If there’s anything more confusing than a list of Emmy® winners, I’m not sure I know what it is. Even after some horrendous snubs (not just Tatiana Maslany…), there were still a lot of worthy nominees this year. The problem is that deserved wins by the consistently excellent Breaking Bad (for example) were cheapened by repeat wins by shows that were not as good as other nominees in their class (Modern Family, for example).
For every win for something new and amazing (Fargo), there was a win that made no sense at all (Kathy Bates over Allison Tolman? WTF?). And how does Louis C.K. win for comedy writing and lose comedy series to Modern Family, Academy? You just said that Louie had the best (ie: funniest) comedy writing!
Anyway, follow the jump for a complete list of Emmy winners and, quite possibly, a wee bit of commentary.
The Directors Guild of America honored directors from both the film and television industry on January 28, 2012. Some of the top directors competing for the titles of Outstanding Achievement in Feature Film, Comedy Series, Musical Variety, Dramatic Series, and Mini-Series, gathered their casts and crews at the Grand Ballroom at Hollywood & Highland in Los Angeles.
Some of the big names that were vying for awards this year were 30 Rock, Modern Family and Curb Your Enthusiasm. In addition to honorees, stars filled the event as well: Demi Moore, Jennifer Aniston, Alicia Keys and Fred Savage to name a few.
Though Michael Hazanavicius took the coveted award for Feature Film, this year’s comedy series category proved to be one of the most competitive:
30 Rock (NBC)
30 Rock is a television comedy that was created by Tina Fey. The whole series is based on her experiences as the head writer for Saturday Night Live. A show with-in a show, the series takes place behind the scenes based of a fictional comedy sketch show. 30 Rock actually refers to the building where the program is produced, the GE Building at 30 Rockefeller Plaza.
Modern Family (ABC)
Modern Family is centered on the lives of three branches of the same family. This comedy does a beautiful job of comically portraying the things that plague most of our families. There are running bits about old grudges, broken stairs and the odd quirks every family tries to hide. The show is shot as if it were a documentary, so there is plenty of footage of the characters doing normal activities such as eating breakfast, running the washing machine or playing ball. This series does a beautiful job of balancing outrageously funny moments with touching scenes that showcase the good in families.
Curb Your Enthusiasm (HBO)
This series is focused on Larry David’s life as a producer and writer in New York City. It revolves around his many personalities and problems with social conventions and their expectations of him. He is easily annoyed by the way other people behave and has a hard time letting go of anything. The whole show is filmed without a script, so it can often take a hilarious turn that even the producers didn’t originally see coming.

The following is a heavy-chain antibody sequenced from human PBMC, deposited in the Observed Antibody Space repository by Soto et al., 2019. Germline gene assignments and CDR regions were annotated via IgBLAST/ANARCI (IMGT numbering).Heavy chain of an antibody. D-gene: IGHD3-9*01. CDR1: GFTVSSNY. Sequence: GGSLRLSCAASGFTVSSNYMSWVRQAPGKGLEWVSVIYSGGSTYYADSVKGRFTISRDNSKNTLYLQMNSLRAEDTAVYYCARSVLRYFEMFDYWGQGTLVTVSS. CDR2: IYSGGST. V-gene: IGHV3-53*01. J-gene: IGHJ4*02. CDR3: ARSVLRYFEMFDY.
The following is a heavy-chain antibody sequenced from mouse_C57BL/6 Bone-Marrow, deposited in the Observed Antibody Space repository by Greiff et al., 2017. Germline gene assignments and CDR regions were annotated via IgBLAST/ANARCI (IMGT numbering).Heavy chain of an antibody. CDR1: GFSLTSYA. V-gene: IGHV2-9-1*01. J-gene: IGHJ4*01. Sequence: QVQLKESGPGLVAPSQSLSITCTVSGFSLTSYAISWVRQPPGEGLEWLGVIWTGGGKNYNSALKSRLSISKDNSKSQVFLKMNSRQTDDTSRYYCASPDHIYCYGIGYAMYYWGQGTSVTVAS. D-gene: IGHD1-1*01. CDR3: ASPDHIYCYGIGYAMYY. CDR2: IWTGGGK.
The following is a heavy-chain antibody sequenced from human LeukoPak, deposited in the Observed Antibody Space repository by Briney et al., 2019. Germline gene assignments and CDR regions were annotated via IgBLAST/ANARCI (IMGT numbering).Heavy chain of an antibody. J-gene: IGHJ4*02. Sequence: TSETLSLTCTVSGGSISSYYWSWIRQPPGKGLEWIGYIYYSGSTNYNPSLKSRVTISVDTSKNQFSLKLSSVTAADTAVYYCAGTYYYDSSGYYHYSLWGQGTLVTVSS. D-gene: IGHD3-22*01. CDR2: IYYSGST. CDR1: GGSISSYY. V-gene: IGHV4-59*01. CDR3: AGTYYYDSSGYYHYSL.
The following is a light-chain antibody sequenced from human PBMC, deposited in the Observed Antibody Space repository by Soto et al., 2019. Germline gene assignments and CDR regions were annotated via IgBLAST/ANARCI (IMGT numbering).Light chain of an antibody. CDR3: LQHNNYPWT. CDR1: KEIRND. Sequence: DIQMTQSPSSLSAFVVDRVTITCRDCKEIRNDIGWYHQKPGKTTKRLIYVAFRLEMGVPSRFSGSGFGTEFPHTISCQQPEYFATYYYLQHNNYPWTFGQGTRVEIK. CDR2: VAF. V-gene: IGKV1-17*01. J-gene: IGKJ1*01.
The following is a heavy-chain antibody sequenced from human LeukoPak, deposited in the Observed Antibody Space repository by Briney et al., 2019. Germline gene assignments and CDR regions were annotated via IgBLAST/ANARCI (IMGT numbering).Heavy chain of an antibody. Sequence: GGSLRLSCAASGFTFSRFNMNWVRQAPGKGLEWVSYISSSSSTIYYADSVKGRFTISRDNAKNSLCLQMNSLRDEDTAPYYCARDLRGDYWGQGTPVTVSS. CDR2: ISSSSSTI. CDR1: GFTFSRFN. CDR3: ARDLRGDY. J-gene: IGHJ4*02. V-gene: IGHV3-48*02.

All three shows are ratings-toppers and fan favorites, but only one could take home the prize. With his second DGA, director Robert Weide’s directorial team took home the prize for Curb Your Enthusiasm.
Danielle is an avid writer and blogs on behalf of Sears and other prestigious brands. Read her work at eatbreatheblog.com.
Multiple nominees abound in Comedy Central’s First Annual Comedy Awards nominations. NBC’s 30 Rock leads the way with seven, but The Office and Modern Family are close behind with four apiece. On the movie side, Easy A and Kick-Ass also garnered four noms.
Comedy Central’s Comedy Awards were created to award the best achievements in comedy in film and television – a category that is so often ignored by The Oscars® and The Emmys®. The First Annual comedy awards will be broadcast across several networks – Comedy Central, Spike TV, TV Land, VH1 and Nick At Nite – on Sunday, April 10, 2011.
The complete list of nominations follows the jump.
ABC gave six of its current series early pick-ups for the 2011-12 season. The good news went to Castle, Cougar Town, Grey’s Anatomy, The Middle, Modern Family and Private Practice. The press release follows the jump.
ABC has announced the dates of the May finales for its primetime programming which you can check out following the jump – series finales and likely series finales are in bold print [note: some of these series are still on the bubble, so any uptick in their ratings could result in a stay of execution – except Betty. sorry].
Modern Family [ABC, Wednesdays, 9/8C] is a remarkably smart new series about three families that intertwine in unexpected ways. First, there’s Phil [Ty Burrell] and Claire [Julie Bowen] who have been married for long enough to have a teen daughter, Alex [Ariel Winter], a tween daughter, Haley [Sarah Hyland] and a son, Luke [Nolan Gould], who likes to stick his head in the banister. Then there are Jay [Ed O’Neill] and Gloria [Sofia Vergara] – an older man with a mid-life crisis and a trophy wife, who has an eleven-year old son, Manny [Rico Rodriguez]. Finally, there’s a gay couple – Mitchell [Jesse Tyler Ferguson] and Cameron [Eric Stonestreet] – who have been together for five years and just adopted a Vietnamese child.